B.Sc. (Urmia University), M.Sc. (Shahid Chamran University of Ahvaz), PhD (University of Western Australia), P.Eng.
- Wood Group Chair in Arctic and Harsh Environment Engineering
- Associate Professor
- Offshore foundations and geotechnique
- Subsea pipelines and risers
- Offshore and subsea installation
- Arctic subsea hazards
- Offshore fatigue and fracture
- Reliability assessment
- Offshore construction techniques
- Numerical and experimental studies
Fluid-soil-pipeline interaction, fatigue performance of deep water risers, arctic seabed hazards and its impact on subsea flowlines and subsea structures, VIV fatigue performance and the integrity of subsea flowlines, offshore foundations and geotechnique, arctic subsea renewable energies, the impact of seabed hazards on mobile jackup units, catenary mooring and performance of anchoring systems, subsea and offshore installation techniques, offshore construction challenges etc.
After completing my B.Sc degree in civil engineering ( Urmia University, 1996) and my M.Sc in geotechnical engineering ( Shahid Chamran University, 1999) I joined SADRA group and entered into offshore oil and gas construction industry as offshore installation engineer. From 1999 to 2006, I quickly grew up in oil and gas community and worked on various large offshore field development projects as design engineer, project engineer and project manager, where I closely collaborated with many professionals from worldwide recognized companies such as Samsung, Statoil, Petropars, Worly-Parsons, Technip, JPKenny, Intecsea, Aker marine, Kaeverner, Allseas etc. I worked on range of EPCI projects mainly including subsea export and infield pipelines, loadout, transportation and offshore installation of topsides, jackets and subsea structures, SPMs, semi-subs and floating platforms, marine construction etc. Besides my extremely busy time in industry, I had a chance to conduct few R&D projects publishing couple of technical papers on case studies and lessons learnt within some challenging projects. I hold also various workshops and short courses for young professionals.
In 2006, I received a full PhD scholarship from University of Western Australia and WA Energy Alliance (WAERA) and joined the Centre for Offshore Foundation Systems (COFS), where I achieved my dreams of entering into the deep water subsea technologies having an excellent opportunity to work with Prof. Mark Randolph until 2010, one of the world’s most recognized scientists in offshore geotechnique. I focused on fatigue performance of Steel Catenary Risers (SCR) in touchdown zone having the influence of non-linear hysteretic riser-seabed interaction and published few referred journal and conference papers. My PhD dissertation was graded as excellent and very good by scholars from Oxford and Texas A&M universities. I was also served as invited lecturer in UWA oil and gas department for three years and recommended as the candidate to receive the best engineering lecturer prize of the faculty in 2009. In addition, I spent a year in COFS working on performance of deep water drag embedment anchors in sand in an industry supported project. During my PhD education (2006 to 2010), I kept continue a close contact with the WA offshore industry providing casual and part time design and consulting services to WA North West shelf development as senior pipeline and subsea installation engineer.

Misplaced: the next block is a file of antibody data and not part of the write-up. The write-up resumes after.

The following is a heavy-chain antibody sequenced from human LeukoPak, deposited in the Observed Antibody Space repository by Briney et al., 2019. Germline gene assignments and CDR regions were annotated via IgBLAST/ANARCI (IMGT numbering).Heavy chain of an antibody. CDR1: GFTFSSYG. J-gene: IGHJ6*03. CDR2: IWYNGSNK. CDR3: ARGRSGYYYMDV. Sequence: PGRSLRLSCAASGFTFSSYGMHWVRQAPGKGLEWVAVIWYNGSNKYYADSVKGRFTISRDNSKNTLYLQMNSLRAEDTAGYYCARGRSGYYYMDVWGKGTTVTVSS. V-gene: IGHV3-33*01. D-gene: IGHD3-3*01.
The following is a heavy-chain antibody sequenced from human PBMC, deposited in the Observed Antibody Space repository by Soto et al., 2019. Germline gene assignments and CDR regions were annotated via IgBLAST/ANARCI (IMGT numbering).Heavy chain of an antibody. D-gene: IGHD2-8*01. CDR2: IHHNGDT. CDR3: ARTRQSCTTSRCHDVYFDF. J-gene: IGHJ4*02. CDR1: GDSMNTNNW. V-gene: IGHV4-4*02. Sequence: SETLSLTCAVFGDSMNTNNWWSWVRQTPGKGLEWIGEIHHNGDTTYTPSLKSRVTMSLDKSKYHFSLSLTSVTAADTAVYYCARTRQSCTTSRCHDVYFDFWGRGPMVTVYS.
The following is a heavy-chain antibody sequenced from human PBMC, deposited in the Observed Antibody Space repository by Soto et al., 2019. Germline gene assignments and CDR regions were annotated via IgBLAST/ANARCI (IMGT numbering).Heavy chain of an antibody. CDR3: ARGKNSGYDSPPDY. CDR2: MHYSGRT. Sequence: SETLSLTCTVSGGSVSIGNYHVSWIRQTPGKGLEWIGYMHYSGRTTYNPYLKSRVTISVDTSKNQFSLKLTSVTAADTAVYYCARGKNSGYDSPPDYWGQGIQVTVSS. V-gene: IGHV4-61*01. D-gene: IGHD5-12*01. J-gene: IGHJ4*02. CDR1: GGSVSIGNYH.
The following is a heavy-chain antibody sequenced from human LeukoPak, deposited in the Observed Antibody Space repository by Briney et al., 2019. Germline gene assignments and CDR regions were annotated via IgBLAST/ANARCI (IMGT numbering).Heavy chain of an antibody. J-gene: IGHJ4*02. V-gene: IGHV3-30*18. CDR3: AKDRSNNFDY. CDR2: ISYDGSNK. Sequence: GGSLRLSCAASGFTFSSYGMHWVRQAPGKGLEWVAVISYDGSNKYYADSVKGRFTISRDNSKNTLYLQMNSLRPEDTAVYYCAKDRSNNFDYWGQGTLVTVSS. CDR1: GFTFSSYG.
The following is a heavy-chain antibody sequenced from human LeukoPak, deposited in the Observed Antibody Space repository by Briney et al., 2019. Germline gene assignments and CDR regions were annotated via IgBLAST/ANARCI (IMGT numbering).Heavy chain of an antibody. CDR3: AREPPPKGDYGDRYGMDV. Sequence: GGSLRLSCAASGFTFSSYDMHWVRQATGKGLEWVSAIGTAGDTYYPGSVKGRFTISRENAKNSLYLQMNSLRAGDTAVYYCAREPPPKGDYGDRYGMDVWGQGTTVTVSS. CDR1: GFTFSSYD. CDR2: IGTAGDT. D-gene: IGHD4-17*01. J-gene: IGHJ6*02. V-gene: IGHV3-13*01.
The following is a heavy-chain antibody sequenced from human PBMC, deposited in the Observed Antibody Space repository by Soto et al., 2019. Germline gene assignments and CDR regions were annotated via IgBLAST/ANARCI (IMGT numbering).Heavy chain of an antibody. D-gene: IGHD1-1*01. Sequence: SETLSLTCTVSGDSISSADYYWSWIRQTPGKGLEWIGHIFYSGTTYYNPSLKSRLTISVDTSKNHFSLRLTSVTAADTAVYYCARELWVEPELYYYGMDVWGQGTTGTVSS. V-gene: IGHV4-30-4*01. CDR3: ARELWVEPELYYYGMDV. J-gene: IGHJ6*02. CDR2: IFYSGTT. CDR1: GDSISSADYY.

In 2010, I established the department of civil engineering in Urmia University of Technology and served as the first Dean until 2012 giving graduate lectures in finite element analysis and soil-structure interaction as well. I was also providing R&D advices to the offshore industry. In 2012, I joined Delta Offshore Group as Projects Director, leading the R&D and T4B projects at the same time, where I focused on subsea pipelines and innovative subsea installation technologies particularly on mega pipelines and seawater intakes.
In June 2015, I joined the civil engineering department of Memorial University of Newfoundland in St. John’s as Assistant Professor and Wood Group Chair in Arctic and Harsh Environments, where my research and teaching activities are mostly focused on arctic offshore pipelines and subsea developments. My research interests lie in the areas of fluid-soil-pipeline interaction, fatigue performance of deep water risers, arctic seabed hazards and its impact on subsea flowlines and subsea structures, VIV fatigue performance and the integrity of subsea flowlines, offshore foundations and geotechnique, arctic subsea renewable energies, the impact of seabed hazards on mobile jackup units, catenary mooring and performance of anchoring systems, subsea and offshore installation techniques, offshore construction challenges etc.
I am also member of various industrial R&D and T4B committees and the invited reviewer for range of journals as well as have participated in international and national conferences and workshops as keynote speaker, session chair, and committee member.
If you are interested in doing your master's or PhD in the areas referred above, please contact me at hshiri[at]mun.ca. I enjoy collaborative industry orientated research works, share my knowledge and experience with others, and pay particular attention on serving the communities.